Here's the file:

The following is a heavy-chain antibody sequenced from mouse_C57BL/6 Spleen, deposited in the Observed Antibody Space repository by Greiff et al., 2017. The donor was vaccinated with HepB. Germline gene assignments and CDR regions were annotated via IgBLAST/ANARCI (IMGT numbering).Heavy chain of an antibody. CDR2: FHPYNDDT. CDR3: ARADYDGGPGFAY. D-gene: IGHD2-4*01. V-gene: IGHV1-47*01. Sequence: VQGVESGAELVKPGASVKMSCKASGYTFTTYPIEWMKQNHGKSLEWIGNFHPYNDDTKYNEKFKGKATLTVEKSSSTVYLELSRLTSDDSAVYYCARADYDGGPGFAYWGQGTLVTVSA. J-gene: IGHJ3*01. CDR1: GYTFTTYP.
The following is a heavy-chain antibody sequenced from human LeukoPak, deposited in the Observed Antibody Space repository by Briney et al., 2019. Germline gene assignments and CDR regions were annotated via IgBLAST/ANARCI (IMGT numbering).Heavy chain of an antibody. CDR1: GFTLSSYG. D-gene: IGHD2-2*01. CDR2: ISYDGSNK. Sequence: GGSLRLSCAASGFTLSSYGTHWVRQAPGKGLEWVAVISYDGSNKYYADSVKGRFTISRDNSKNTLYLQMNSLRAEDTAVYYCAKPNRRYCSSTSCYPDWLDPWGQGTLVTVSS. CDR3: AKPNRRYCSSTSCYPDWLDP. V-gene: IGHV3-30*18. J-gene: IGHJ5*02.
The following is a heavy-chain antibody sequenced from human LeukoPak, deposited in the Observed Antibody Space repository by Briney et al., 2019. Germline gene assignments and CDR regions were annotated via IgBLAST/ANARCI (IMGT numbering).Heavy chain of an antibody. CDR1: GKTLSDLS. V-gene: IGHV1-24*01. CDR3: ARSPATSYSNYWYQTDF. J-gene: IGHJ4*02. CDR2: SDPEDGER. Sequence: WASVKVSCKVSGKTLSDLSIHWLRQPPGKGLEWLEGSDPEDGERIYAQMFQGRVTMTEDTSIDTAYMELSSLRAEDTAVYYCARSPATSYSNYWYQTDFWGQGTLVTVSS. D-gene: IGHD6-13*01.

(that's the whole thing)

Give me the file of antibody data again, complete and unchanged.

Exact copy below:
The following is a heavy-chain antibody sequenced from mouse_C57BL/6 Spleen, deposited in the Observed Antibody Space repository by Greiff et al., 2017. The donor was vaccinated with HepB. Germline gene assignments and CDR regions were annotated via IgBLAST/ANARCI (IMGT numbering).Heavy chain of an antibody. CDR2: FHPYNDDT. CDR3: ARADYDGGPGFAY. D-gene: IGHD2-4*01. V-gene: IGHV1-47*01. Sequence: VQGVESGAELVKPGASVKMSCKASGYTFTTYPIEWMKQNHGKSLEWIGNFHPYNDDTKYNEKFKGKATLTVEKSSSTVYLELSRLTSDDSAVYYCARADYDGGPGFAYWGQGTLVTVSA. J-gene: IGHJ3*01. CDR1: GYTFTTYP.
The following is a heavy-chain antibody sequenced from human LeukoPak, deposited in the Observed Antibody Space repository by Briney et al., 2019. Germline gene assignments and CDR regions were annotated via IgBLAST/ANARCI (IMGT numbering).Heavy chain of an antibody. CDR1: GFTLSSYG. D-gene: IGHD2-2*01. CDR2: ISYDGSNK. Sequence: GGSLRLSCAASGFTLSSYGTHWVRQAPGKGLEWVAVISYDGSNKYYADSVKGRFTISRDNSKNTLYLQMNSLRAEDTAVYYCAKPNRRYCSSTSCYPDWLDPWGQGTLVTVSS. CDR3: AKPNRRYCSSTSCYPDWLDP. V-gene: IGHV3-30*18. J-gene: IGHJ5*02.
The following is a heavy-chain antibody sequenced from human LeukoPak, deposited in the Observed Antibody Space repository by Briney et al., 2019. Germline gene assignments and CDR regions were annotated via IgBLAST/ANARCI (IMGT numbering).Heavy chain of an antibody. CDR1: GKTLSDLS. V-gene: IGHV1-24*01. CDR3: ARSPATSYSNYWYQTDF. J-gene: IGHJ4*02. CDR2: SDPEDGER. Sequence: WASVKVSCKVSGKTLSDLSIHWLRQPPGKGLEWLEGSDPEDGERIYAQMFQGRVTMTEDTSIDTAYMELSSLRAEDTAVYYCARSPATSYSNYWYQTDFWGQGTLVTVSS. D-gene: IGHD6-13*01.